BREMERTON (Kitsap Sun) — Smith Cove, a small inlet surrounded by Evergreen-Rotary Park, was known on early city maps as a bay — until industrial development squeezed its waters and choked its soils.
But if city officials are successful in obtaining a $2 million grant, it might become a bay again.
Plans are now complete for a project to rip away roughly 10,000 tons of artificial coastline — including crumbling concrete, decaying pilings and other contaminated materials — to resuscitate a natural beach buried for more than a century.
Chance W. Berthiaume, the city's stormwater permit coordinator, said the aim would be to make the patch of shoreline both "fish friendly" and "human friendly."
"We will have a very easy-to-access beach area with nice sandy gravels (that) can support spawning of feeder fish," Berthiaume said. "We'll let nature take its course."
The city won a $200,000 grant from the state Salmon Recovery Funding Board to design the project. Officials are targeting other grants to complete the project.
It would mark the culmination of a long-running cleanup for the site. For decades, it served as the port of arrival for fuel oils used to heat area homes, as well as other uses. A small fuel company began operation there in 1909 and became a full-fledged tank farm in 1946, according to Sun archives.
"Long before bridges, we had to barge everything in," Berthiaume said.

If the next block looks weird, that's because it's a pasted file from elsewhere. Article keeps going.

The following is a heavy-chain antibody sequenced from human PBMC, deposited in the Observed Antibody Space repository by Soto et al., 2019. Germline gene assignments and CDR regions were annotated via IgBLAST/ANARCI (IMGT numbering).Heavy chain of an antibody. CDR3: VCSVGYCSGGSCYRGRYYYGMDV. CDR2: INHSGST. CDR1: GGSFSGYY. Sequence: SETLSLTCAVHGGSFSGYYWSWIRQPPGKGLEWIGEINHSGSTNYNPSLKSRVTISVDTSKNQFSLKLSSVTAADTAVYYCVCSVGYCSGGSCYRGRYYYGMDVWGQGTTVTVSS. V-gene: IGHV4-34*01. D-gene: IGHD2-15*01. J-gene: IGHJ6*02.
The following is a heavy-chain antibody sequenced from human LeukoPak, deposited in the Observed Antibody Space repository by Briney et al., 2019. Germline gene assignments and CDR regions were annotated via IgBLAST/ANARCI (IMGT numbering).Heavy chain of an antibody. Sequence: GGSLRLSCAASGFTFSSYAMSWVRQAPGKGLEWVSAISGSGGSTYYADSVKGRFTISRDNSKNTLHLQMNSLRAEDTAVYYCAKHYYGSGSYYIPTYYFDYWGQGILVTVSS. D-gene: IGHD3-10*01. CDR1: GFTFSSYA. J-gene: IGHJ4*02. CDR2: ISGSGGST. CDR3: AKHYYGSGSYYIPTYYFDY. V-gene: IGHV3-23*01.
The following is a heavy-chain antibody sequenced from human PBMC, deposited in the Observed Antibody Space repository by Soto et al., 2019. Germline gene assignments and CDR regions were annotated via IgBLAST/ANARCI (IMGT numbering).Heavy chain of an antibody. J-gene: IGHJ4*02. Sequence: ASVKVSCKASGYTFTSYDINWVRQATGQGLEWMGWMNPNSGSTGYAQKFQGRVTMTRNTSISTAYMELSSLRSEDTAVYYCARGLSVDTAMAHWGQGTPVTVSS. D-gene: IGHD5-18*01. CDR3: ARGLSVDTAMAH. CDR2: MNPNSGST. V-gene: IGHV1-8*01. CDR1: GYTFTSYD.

When the Chevron Corporation removed tanks and structures from the site in 1988, major fuel spills occurred. An initial cleanup effort began in 1998.
More remediation occurred after the city bought the property in 2005 for $100, including removing hazardous soil. The city continues to monitor groundwater there today.
Much industrial debris remains, including chunks of concrete from an outdoor pool that operated there between the 1950s and 1980s.
If the city proceeds with the project, a popular "face" sculpture would be cut out and saved, Berthiaume said. The sculpture was completed by former Bremerton resident Robert “Bob” Larkin Chollar in a dumped load of asphalt on a whim in 1969.
"You can't get rid of it," Berthiaume said. "It's an icon here."
The city will be applying for several grants in the months ahead to bring the project to fruition.
"Getting rid of this contaminated area ... is going to be the crown on the jewel (for the park)," Berthiaume said.